Psychologists talk about the importance of living a focused life. One who is focused possesses an inner peace borne from having direction, the knowledge of where he is heading, as well as a plan to get there. To live a focused life takes goals, practice and skill. The Torah does not rely on contemporary psychology. The Torah is the source of all psychology and ethics. Chazal derive from the above pasuk that Moshe Rabbeinu did not enter the Mishkan until Hashem called to invite him to enter. This was a manifestation of the attribute of daas, commonly translated either as knowledge or, in this instance, as manners. Horav Shlomo Wolbe, zl, explains that daas is an awareness of what he is doing, as opposed to acting mechanically out of habit.
Chazal teach that a talmid chacham, Torah scholar, who is daas-deficient is inferior to an animal’s carcass. If daas means manners, the Torah is teaching us the importance of manners, mentchlichkeit, human decency, acting appropriately, politely, respectfully, etc. Alternatively, according to Rav Wolbe, being a talmid chacham means living a focused life. He knows what he is doing, so that he does not waste time sitting around either doing nothing or, worse, hanging out with a group of like-minded friends, doing absolutely nothing.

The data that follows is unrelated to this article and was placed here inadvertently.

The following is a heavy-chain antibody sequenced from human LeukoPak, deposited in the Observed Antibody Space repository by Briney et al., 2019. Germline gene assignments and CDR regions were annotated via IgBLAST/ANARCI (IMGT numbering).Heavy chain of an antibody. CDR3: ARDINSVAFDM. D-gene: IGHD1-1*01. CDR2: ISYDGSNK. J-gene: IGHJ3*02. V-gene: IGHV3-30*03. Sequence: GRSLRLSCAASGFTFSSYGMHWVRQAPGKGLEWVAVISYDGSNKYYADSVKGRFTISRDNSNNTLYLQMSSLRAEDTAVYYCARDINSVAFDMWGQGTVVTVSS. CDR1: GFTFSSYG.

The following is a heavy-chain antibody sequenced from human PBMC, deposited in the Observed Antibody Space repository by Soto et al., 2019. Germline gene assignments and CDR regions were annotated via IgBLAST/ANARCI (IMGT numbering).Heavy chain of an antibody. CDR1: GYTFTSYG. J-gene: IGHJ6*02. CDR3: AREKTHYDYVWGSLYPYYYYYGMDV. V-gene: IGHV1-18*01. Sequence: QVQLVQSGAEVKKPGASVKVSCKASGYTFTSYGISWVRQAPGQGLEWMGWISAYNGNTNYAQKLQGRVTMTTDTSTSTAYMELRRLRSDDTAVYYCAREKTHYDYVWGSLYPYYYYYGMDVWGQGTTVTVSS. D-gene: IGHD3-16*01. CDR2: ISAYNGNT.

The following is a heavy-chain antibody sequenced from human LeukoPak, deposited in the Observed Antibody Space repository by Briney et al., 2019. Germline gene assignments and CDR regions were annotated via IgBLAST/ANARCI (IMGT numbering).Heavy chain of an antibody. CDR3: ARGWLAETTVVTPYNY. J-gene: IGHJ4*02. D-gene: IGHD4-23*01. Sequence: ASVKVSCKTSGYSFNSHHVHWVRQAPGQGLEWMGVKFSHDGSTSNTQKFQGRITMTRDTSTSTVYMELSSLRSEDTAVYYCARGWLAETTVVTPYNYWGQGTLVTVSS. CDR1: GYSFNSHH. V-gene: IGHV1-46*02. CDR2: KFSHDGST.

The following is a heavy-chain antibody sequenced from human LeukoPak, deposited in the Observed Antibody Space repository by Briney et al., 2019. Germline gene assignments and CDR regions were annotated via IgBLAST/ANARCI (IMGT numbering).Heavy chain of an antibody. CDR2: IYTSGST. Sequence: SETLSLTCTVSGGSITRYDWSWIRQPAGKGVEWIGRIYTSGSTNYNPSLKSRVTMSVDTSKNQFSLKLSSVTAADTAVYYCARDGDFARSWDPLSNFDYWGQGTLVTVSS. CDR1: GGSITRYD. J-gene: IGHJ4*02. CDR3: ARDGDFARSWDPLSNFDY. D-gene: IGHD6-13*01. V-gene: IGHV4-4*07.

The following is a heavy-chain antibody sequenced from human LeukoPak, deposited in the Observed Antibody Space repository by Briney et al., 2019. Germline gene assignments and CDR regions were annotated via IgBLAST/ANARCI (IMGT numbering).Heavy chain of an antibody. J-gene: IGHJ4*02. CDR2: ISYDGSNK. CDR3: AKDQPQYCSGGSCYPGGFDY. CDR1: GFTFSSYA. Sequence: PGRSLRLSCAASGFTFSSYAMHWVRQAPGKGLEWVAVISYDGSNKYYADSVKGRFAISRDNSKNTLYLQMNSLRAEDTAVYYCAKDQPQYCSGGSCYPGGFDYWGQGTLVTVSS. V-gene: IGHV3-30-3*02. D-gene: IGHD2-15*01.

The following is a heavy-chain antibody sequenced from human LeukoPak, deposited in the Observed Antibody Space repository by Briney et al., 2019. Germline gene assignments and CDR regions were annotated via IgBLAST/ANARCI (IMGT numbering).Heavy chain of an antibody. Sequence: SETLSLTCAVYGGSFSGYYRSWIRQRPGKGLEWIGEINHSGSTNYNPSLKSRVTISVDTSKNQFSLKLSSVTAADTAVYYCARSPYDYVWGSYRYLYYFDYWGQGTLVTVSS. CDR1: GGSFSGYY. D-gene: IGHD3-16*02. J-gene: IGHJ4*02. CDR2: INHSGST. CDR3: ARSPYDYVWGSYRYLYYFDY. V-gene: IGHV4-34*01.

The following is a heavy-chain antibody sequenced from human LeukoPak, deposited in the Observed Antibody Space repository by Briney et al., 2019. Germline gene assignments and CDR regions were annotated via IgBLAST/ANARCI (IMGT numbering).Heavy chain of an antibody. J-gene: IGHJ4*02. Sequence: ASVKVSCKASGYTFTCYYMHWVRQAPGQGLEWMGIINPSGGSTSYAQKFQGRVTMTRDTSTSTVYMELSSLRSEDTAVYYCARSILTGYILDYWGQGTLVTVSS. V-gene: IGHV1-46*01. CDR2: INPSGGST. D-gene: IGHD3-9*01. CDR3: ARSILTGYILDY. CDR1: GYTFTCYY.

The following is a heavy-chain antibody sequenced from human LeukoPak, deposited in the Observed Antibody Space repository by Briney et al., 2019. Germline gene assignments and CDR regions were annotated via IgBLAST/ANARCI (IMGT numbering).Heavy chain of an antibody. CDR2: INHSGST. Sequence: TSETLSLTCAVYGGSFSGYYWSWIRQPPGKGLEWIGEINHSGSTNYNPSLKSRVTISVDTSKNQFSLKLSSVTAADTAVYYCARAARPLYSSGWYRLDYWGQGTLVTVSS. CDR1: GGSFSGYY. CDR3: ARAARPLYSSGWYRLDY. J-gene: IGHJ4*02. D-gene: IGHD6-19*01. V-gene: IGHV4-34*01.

Daas takes on new meaning concerning Tefillah. With regard to davening, daas is a reference to kavanah, intention, devotion. How often do we daven without kavanah, just reciting the words without stopping to think about and consider their meaning? Such a tefillah is recited without daas. Essentially, this idea applies to everything that we do and say. If our actions lack focus, if our conversations are thoughtless, we are not focused, so that the time that we spend is totally wasted.
The concept of yishuv hadaas describes actions performed with focus and awareness of what one is doing. One who has yishuv hadaas lives an entirely different life than one who lacks this quality. Moshe waited for Hashem to call him before he entered the Mishkan because he did everything with a cheshbon, calculation and purpose. He understood that if he belonged in the Mishkan, Hashem would invite him in. Otherwise, he had no business entering the holy edifice on his own volition.
We worry about different things. Some worry about money; others about health. How many are concerned with their destinies to the point that they worry about them? That is daas: the awareness of what is most important and, as a result, on what one should place his greatest focus. As Yidden our focus should be on “What does Hashem ask of you?” That is our destiny.